Targeted therapies also pose a risk of cardiac toxicity. Trastuzumab is commonly used in the adjuvant setting to treat with curative intent the 20% to 25% of patients with breast cancer who overexpress the epidermal growth factor receptor, Her-2/neu. While trastuzumab is potentially cardiotoxic, it is not a dose-dependent phenomenon, and it often manifests with asymptomatic echocardiogram findings of decreased ejection fraction, does not cause permanent damage to the cardiac myocytes, and is often reversible with treatment.9 Frequently, patients can even be re-challenged with trastuzumab and tolerate it without further toxicity when it is administered after the cardiac function has recovered. While prior exposure to anthracyclines and a history of cardiac disease increase the risk of trastuzumab-related cardiac toxicity, elevated body mass index, hypertension, and diabetes mellitus are not recognized as risk factors.10
Combining trastuzumab with anthracyclines can increase the incidence of cardiac toxicity by nearly 27%, but by a much lower amount (13%) when coadministered with paclitaxel.11 If a patient is at risk for cardiac toxicity and is also at high risk for breast cancer recurrence, a risk-versus-benefit consideration is appropriate prior to choosing a therapeutic regimen. For patients who receive trastuzumab in the adjuvant setting, echocardiography is recommended every 12 weeks so that subclinical cardiac dysfunction can be identified early. In the neoadjuvant setting, pertuzumab is now frequently administered with trastuzamab in early-stage breast cancer to provide a complementary mechanism of Her-2 blockade. A meta-analysis observed a low incidence of cardiac toxicity with pertuzumab—a significant decrease in left ventricular ejection fraction in:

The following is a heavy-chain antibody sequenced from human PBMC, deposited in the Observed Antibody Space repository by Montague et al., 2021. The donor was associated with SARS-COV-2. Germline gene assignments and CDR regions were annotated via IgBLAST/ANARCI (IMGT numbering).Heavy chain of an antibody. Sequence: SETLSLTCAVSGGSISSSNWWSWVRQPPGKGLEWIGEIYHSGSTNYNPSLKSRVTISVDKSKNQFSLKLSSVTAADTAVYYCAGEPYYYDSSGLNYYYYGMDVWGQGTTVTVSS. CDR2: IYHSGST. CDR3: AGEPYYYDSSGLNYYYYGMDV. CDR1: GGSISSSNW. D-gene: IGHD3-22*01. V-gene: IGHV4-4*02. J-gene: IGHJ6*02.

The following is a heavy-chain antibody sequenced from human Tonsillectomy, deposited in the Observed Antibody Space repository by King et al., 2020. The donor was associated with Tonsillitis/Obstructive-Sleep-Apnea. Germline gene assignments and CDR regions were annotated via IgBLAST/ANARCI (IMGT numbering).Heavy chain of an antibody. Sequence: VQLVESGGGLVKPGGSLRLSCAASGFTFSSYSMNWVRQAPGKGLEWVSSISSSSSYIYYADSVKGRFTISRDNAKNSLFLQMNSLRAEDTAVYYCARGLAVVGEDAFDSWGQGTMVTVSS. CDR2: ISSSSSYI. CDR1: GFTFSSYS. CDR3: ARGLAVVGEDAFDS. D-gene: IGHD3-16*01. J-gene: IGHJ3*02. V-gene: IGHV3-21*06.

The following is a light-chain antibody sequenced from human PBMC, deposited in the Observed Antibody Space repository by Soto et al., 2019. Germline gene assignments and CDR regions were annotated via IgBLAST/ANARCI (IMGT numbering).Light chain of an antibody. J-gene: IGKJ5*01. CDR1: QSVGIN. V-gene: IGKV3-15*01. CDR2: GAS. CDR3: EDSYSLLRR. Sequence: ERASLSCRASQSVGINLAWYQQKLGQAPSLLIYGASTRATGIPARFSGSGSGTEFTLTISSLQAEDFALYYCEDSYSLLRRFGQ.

Cardiac Toxicity and Treatment Change in Patients Treated Without Curative Intent
In patients with incurable cancers, the treatment consideration for administration of agents with risk for cardiotoxicity is different. The risk of treatment in these patients may be greater, as the duration of therapy is often prolonged, the patient may have poorer health, there may be a greater choice of therapeutic options, and the benefit in terms of risk reduction is usually less. In older patients, patients with reduced performance status, and patients with a heavier burden of comorbid illness, treatment choice should reflect these heightened risks of complications, and dose reduction should be considered. Other agents used in the metastatic setting do not yet have adjuvant indications; for example in the metastatic setting, alternate drug formulations, such as liposomal doxorubicin, can substantially decrease the risk of cardiotoxicity.